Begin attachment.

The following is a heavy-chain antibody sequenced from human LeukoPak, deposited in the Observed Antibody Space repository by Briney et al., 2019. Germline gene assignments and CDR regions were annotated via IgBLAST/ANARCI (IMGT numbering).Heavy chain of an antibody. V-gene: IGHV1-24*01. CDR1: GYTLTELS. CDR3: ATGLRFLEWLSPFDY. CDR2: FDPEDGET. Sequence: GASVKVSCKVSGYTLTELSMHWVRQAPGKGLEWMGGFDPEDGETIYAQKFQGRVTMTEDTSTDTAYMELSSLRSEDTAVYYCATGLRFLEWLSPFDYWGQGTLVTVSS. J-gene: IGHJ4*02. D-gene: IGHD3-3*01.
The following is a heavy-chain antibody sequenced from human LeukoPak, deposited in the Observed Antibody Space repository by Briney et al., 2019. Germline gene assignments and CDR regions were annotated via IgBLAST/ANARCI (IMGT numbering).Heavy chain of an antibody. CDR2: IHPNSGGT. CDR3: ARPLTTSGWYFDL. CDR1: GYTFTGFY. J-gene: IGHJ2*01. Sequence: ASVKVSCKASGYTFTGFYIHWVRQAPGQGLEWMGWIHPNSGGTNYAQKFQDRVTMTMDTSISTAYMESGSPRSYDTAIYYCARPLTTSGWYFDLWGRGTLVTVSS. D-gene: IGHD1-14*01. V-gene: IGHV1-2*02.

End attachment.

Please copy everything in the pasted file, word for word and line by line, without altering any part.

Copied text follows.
The following is a heavy-chain antibody sequenced from human LeukoPak, deposited in the Observed Antibody Space repository by Briney et al., 2019. Germline gene assignments and CDR regions were annotated via IgBLAST/ANARCI (IMGT numbering).Heavy chain of an antibody. V-gene: IGHV1-24*01. CDR1: GYTLTELS. CDR3: ATGLRFLEWLSPFDY. CDR2: FDPEDGET. Sequence: GASVKVSCKVSGYTLTELSMHWVRQAPGKGLEWMGGFDPEDGETIYAQKFQGRVTMTEDTSTDTAYMELSSLRSEDTAVYYCATGLRFLEWLSPFDYWGQGTLVTVSS. J-gene: IGHJ4*02. D-gene: IGHD3-3*01.
The following is a heavy-chain antibody sequenced from human LeukoPak, deposited in the Observed Antibody Space repository by Briney et al., 2019. Germline gene assignments and CDR regions were annotated via IgBLAST/ANARCI (IMGT numbering).Heavy chain of an antibody. CDR2: IHPNSGGT. CDR3: ARPLTTSGWYFDL. CDR1: GYTFTGFY. J-gene: IGHJ2*01. Sequence: ASVKVSCKASGYTFTGFYIHWVRQAPGQGLEWMGWIHPNSGGTNYAQKFQDRVTMTMDTSISTAYMESGSPRSYDTAIYYCARPLTTSGWYFDLWGRGTLVTVSS. D-gene: IGHD1-14*01. V-gene: IGHV1-2*02.